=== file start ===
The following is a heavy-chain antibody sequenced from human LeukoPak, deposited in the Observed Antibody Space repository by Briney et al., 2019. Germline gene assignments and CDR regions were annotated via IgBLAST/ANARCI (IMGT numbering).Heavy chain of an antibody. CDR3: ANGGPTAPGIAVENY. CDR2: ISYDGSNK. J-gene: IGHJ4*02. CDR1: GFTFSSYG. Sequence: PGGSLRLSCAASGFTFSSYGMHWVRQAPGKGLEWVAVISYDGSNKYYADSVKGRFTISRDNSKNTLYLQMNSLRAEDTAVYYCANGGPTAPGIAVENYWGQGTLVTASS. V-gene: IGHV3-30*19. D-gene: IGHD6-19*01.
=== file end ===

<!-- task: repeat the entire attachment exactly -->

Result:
The following is a heavy-chain antibody sequenced from human LeukoPak, deposited in the Observed Antibody Space repository by Briney et al., 2019. Germline gene assignments and CDR regions were annotated via IgBLAST/ANARCI (IMGT numbering).Heavy chain of an antibody. CDR3: ANGGPTAPGIAVENY. CDR2: ISYDGSNK. J-gene: IGHJ4*02. CDR1: GFTFSSYG. Sequence: PGGSLRLSCAASGFTFSSYGMHWVRQAPGKGLEWVAVISYDGSNKYYADSVKGRFTISRDNSKNTLYLQMNSLRAEDTAVYYCANGGPTAPGIAVENYWGQGTLVTASS. V-gene: IGHV3-30*19. D-gene: IGHD6-19*01.